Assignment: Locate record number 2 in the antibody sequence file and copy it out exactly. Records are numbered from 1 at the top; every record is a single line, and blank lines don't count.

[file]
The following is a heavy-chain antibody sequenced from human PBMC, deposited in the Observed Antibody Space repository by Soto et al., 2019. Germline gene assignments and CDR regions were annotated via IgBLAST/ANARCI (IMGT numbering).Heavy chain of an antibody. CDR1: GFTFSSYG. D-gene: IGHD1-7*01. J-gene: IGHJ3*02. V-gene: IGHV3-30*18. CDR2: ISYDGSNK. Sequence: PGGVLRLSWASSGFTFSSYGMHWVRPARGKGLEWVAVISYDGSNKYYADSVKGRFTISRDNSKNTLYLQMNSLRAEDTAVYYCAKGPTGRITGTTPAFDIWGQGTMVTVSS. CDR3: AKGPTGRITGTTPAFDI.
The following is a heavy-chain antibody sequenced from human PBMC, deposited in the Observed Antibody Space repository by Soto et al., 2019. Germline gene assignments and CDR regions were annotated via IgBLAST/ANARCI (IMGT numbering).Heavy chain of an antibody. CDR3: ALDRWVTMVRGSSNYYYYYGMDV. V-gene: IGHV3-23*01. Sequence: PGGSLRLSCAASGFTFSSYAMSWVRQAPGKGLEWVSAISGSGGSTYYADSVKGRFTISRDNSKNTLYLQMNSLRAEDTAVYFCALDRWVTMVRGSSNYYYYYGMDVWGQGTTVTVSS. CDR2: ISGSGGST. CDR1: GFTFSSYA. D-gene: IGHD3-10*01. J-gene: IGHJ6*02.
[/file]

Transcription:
The following is a heavy-chain antibody sequenced from human PBMC, deposited in the Observed Antibody Space repository by Soto et al., 2019. Germline gene assignments and CDR regions were annotated via IgBLAST/ANARCI (IMGT numbering).Heavy chain of an antibody. CDR3: ALDRWVTMVRGSSNYYYYYGMDV. V-gene: IGHV3-23*01. Sequence: PGGSLRLSCAASGFTFSSYAMSWVRQAPGKGLEWVSAISGSGGSTYYADSVKGRFTISRDNSKNTLYLQMNSLRAEDTAVYFCALDRWVTMVRGSSNYYYYYGMDVWGQGTTVTVSS. CDR2: ISGSGGST. CDR1: GFTFSSYA. D-gene: IGHD3-10*01. J-gene: IGHJ6*02.